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February 14, 2019

"The Dark Figure of Sexual Recidivism"

The title of this post is the title of this new paper authored by Nicholas Scurich and Richard John now available via SSRN.  Here is its abstract:

Empirical studies of sexual offender recidivism have proliferated in recent decades. Virtually all of the studies define recidivism as a new legal charge or conviction for a sexual crime, and these studies tend to find recidivism rates on the order of 5-15% after 5 years and 10-25% after 10+ years.  It is uncontroversial that such a definition of recidivism underestimates the true rate of sexual recidivism because most sexual crime is not reported to legal authorities, the so-called “dark figure of crime.”

To estimate the magnitude of the dark figure of sexual recidivism, this paper uses a probabilistic simulation approach in conjunction with a.) victim self-report survey data about the rate of reporting sexual crime to legal authorities, b.) offender self-report data about the number of victims per offender, and c.) different assumptions about the chances of being convicted of a new sexual offense once it is reported.  Under any configuration of assumptions, the dark figure is substantial, and as a consequence, the disparity between recidivism defined as a new legal charge or conviction for a sex crime and recidivism defined as actually committing a new sexual crime is large.  These findings call into question the utility of recidivism studies that rely exclusively on official crime statistics to define sexual recidivism, and highlight the need for additional, long-term studies that use a variety of different measures to assess whether or not sexual recidivism has occurred.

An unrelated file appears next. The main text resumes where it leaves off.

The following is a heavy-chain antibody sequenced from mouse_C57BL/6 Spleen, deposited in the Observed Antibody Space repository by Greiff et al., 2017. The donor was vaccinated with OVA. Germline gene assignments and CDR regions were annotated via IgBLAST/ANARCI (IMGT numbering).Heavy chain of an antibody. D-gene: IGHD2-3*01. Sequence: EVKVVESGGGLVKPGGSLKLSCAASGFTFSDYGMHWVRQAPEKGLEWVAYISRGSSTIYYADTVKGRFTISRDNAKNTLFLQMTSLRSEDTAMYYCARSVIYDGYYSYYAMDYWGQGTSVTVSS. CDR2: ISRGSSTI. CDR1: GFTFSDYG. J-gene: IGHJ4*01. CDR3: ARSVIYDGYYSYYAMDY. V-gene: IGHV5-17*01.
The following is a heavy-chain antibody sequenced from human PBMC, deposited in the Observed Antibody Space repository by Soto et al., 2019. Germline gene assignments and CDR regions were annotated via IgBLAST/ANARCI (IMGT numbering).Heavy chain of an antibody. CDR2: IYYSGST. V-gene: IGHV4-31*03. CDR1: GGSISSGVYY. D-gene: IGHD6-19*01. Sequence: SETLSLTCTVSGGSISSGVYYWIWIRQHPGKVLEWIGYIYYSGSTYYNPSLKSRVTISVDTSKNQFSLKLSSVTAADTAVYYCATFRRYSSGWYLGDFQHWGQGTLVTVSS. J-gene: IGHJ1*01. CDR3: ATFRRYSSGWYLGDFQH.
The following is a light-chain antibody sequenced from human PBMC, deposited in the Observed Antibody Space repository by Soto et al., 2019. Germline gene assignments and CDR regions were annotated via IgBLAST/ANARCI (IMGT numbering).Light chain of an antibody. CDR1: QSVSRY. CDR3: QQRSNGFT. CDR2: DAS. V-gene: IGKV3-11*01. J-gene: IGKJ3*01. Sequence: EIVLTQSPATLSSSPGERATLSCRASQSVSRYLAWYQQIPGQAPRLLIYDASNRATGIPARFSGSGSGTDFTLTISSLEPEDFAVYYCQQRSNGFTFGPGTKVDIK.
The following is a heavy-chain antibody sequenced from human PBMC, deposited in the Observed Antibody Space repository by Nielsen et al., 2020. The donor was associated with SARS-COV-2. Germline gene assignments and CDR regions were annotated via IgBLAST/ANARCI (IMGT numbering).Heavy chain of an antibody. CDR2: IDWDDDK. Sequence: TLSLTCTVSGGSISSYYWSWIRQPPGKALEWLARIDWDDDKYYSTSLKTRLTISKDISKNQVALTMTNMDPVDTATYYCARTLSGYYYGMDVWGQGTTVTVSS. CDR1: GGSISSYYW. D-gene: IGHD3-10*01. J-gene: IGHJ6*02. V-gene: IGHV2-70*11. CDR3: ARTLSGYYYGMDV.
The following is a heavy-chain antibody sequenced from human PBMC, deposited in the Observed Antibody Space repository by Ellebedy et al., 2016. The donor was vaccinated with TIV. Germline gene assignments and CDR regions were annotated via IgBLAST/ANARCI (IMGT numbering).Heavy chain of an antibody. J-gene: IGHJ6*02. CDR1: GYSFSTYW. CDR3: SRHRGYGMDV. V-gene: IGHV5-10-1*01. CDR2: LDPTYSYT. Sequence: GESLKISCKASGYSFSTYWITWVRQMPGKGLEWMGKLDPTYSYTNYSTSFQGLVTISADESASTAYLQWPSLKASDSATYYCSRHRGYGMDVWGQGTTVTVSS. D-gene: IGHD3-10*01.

February 14, 2019 at 10:41 AM | Permalink


Without having read the paper, aren't all recidivism statistics subject to the "dark shadow'? That is, to recidivist new crimes that aren't discovered?

Posted by: Fat Bastard | Feb 14, 2019 1:57:11 PM

Fat Bastard has nailed it.
This "study," which right at the start gets the reported recidivism rates wrong (they are more like 3%), then goes on to say that, they "think" that sex crimes are underreported so therefore they can exagerate stats.
So like the Social Justice Puritans that claim without any substance that your daughter is more likely to be raped in college than in the Congo, are now attempting to put forth a "new" idea that all the studies that have ever been done in history that show that sex offenders re-offend less than any other crime--except for homicide--are now super dangerous?
Oh, I forgot. They also cheat the stats on the re-offend rate after a number of years. 25 percent??? That is a lie. This is not science. This is just more idiocy that is washing over any kind of scientific study in the West. It is bogus. It is nothing but idiocy run amuck.

Posted by: restless94110 | Feb 14, 2019 3:40:27 PM

Well I did skim the paper and it relies on an assertion that sexual offenses are underreported. But doesn't say to what extent other crimes are underreported. And I suppose an unreported crime cannot be a solved crime contributing to recidivism stats, I still think the paper has some infirmities along these lines.

Posted by: Fat Bastard | Feb 14, 2019 4:46:16 PM

This is pseudo-science of the worst kind. When one models the unknown one can produce a model to support any outcome one likes. Feminists do this all the time with rape statistics. One takes a truism--not every crime is reported--and then make wild ass assumptions to show that crime is vastly, hugely. bigly underreported. What makes this comedy routine especially pernicious is that if anyone tries to argue the other direction--that not all claims of sexual violence are true--then one is immediately accused of being a sexist, a stooge protecting the guilty, or worst of all being a member of the socially disfavored class.